Under what law can breach of building regulations claims be brought?
Section 38 Building Act 1984: Believe it or not since 1984 Section 38 of The Building Safety Act has never come into force! The Building Safety Act 2022 will bring Section 38 into force and provide for claims for up to 15 years after works have been completed. Section 38 provides that a breach of building regulations which causes ‘damage’ is actionable, unless the building regulations provide otherwise. This section applies to "all buildings not just dwellings" and may be helpful for residents or owners of buildings with fire safety defects, as those defects are often breaches of building regulations. The Building Safety Act 2022 does not provide the same 30 year retroactive period.
Defective Premises Act 1972: The Defective Premises Act 1972 only covers “dwellings” which for residential blocks means that the apartments themselves are covered, but the common parts are not. The Building Safety Bill will, however, introduce a new provision into the Defective Premises Act 1972 extending the remit of the Defective Premises Act to include the common parts and exteriors: ‘any part of a building consisting of or containing one or more dwellings’ .
The extended limitation periods that the Building Safety Act 2022 inserted into the Defective Premises Act 1972 and section 38 of the Building Act 1984 will, once the Building Safety Act commences offer a new lifeline to beleaguered residents and building owners. Residents, building owners and their advisors should check to see when apartments/buildings were practically completed. If it was less than 15 years ago, then otherwise time barred claims may become actionable as soon as July 2022 or thereabouts as the Building Safety Act extends limitation periods to either 15 or 30 years.
Latent Damage Act only applies to negligence cases not defects 3+ years after discovery
Breach of Contract: such claims only apply to original buyers who bought direct from the developer. The crux of an original owners breach of contract claim is that a building was not converted to a good standard. Documents to be used as proof might include Building Regulations, Drawings, Good workmanship or Best Practice Methodologies, Good Design and where a building falls short could constitute a Breach of contract. The opportunity to make a claims expires 6 years after the date of performance of the contract unless contract made under deed in which 12 years is the timescale. Whilst lease may be a deed, it may not contain the contract clauses to carry out works to a good standard - hence this limits the claim to original 1st purchasers from the developer as a party to the original developer sale contract.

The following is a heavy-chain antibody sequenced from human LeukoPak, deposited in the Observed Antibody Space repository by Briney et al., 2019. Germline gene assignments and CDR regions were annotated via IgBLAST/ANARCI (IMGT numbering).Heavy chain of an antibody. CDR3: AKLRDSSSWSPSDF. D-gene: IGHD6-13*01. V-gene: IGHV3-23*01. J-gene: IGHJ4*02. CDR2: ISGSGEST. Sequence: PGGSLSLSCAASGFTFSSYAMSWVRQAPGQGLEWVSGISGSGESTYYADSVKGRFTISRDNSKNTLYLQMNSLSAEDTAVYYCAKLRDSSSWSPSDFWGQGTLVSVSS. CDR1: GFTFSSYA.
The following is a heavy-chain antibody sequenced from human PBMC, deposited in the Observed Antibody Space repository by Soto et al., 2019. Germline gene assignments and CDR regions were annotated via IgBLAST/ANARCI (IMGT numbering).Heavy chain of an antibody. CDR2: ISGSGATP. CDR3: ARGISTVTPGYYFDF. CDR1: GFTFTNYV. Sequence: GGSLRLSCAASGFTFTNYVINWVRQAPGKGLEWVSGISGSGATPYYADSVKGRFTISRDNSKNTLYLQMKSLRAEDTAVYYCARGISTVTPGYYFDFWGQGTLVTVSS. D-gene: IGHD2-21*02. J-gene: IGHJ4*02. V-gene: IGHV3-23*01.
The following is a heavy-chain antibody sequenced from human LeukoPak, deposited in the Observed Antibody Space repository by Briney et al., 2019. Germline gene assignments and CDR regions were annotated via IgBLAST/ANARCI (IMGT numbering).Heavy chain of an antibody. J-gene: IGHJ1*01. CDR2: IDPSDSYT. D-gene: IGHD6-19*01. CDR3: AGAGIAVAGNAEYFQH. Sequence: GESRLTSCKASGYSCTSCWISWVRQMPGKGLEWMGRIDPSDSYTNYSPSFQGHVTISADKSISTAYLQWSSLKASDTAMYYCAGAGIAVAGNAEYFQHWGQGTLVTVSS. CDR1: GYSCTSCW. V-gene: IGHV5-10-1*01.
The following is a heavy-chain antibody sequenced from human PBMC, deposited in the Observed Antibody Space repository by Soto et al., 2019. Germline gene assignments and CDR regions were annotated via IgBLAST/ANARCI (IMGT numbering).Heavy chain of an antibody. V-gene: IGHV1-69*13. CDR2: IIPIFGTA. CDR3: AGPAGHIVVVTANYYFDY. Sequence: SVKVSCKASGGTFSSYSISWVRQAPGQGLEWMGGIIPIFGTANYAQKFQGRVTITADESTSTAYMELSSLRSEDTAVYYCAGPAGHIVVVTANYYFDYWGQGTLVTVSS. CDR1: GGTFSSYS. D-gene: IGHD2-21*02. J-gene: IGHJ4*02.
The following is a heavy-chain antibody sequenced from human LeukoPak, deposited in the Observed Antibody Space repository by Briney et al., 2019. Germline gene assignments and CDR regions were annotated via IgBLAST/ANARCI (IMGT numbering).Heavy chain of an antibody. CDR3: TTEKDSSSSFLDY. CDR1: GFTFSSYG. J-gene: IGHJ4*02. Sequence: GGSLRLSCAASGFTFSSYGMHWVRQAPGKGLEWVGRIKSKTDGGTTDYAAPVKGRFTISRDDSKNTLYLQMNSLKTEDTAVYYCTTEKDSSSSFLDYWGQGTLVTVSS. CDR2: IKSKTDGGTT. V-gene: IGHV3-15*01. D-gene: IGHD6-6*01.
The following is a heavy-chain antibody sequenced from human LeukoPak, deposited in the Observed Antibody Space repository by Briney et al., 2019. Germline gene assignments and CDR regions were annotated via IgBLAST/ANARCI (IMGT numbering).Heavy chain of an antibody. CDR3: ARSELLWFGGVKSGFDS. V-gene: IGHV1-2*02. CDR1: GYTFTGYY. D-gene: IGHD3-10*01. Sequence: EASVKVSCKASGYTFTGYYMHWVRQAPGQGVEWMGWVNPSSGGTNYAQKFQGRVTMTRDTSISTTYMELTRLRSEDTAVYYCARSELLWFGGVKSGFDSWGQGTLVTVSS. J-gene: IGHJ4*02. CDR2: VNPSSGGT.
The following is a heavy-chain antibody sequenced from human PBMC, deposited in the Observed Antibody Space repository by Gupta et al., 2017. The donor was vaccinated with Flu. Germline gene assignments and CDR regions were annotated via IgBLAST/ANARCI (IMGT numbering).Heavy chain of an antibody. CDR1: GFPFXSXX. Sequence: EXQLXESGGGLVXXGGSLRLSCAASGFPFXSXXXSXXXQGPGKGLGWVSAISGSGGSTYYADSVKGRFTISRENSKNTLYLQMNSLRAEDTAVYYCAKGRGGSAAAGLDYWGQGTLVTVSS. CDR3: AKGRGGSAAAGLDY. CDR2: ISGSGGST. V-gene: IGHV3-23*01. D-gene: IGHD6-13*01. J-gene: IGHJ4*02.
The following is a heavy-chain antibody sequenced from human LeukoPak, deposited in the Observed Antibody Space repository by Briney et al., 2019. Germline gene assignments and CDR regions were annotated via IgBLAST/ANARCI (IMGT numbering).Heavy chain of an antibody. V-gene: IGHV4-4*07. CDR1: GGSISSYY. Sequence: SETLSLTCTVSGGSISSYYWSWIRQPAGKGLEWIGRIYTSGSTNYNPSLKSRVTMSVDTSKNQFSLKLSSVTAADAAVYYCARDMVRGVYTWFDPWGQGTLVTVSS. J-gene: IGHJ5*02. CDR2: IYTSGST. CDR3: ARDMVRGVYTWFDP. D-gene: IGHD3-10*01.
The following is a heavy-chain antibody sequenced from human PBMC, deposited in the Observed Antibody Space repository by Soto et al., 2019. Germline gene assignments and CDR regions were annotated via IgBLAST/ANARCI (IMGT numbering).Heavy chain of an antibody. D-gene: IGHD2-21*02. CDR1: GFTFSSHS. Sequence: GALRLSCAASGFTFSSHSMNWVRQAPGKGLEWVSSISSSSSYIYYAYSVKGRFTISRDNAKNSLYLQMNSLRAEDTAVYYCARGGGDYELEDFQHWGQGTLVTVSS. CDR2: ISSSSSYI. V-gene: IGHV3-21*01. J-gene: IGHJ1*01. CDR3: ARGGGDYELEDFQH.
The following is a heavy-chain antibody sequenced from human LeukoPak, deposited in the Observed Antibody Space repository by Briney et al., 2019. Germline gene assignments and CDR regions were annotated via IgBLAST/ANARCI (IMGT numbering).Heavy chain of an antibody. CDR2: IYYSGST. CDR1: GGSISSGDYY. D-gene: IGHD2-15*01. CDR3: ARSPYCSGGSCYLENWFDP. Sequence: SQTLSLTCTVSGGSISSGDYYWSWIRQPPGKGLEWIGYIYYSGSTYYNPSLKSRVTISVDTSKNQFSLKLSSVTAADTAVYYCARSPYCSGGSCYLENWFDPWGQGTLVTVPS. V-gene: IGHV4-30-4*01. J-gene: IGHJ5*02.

Latent Damage Act 1986: such claims only apply to negligence cases not defects and time out 3 years after discovery
Negligent Professional Advice: claims for negligence may arise from omissions or wrong diagnosis in a Building Survey or a Homebuyers Survey. Claims time out 3 years from the date that the defects came to light.
Negligence claims arise because whenever you provide advice or services in a professional capacity, you’re entering into something called the duty of care. The duty of care assumes that both parties will behave professionally and deliver advice or services up to industry standards. However, if you fail to perform to these standards and your client suffers harm as a result of your actions—or inaction—you are culpable of professional negligence. Professional negligence can take many forms, including (but not limited to): Accountant negligence (e.g. an accountant gives poor financial advice that leads to loss), Legal negligence (e.g. a lawyer who doesn’t prepare adequately and fails to provide legal advice up to reasonable standards), Architectural negligence (e.g. an architect designs a building but fails to consider all government regulations). What you will have to prove is (1) Duty of care – You entered into a contract in which you were owed a duty of care. As evidenced in the Donoghue v. Stevenson case study, this does not always have to be a written agreement. (2) Breach of duty of care – The professional who advised you did not do so to the best of their ability and did not meet the standards that one would expect from a professional in their position. (3) Loss suffered – You have demonstrably suffered loss as a result of their negligence. If you suffered no loss, your claim would not usually succeed—even if the professional was negligent.
Consumer Rights Act 2015: The Consumer Rights Act aims to protect consumers against poor-quality products and unfair business practices or contract terms with regards to transactions, repairs, refunds and delivery. A consumer is defined as “an individual acting for purposes that are wholly or mainly outside that individual's trade, business, craft or profession”. The Consumer Rights Act 2015 offers eight rights are: The right to satisfaction of basic needs – to have access to basic, essential goods and services such as adequate food, clothing, shelter, health care, education, public utilities, water and sanitation. The act says goods must last a reasonable time - and that can be anything up to 6years from the date of purchase.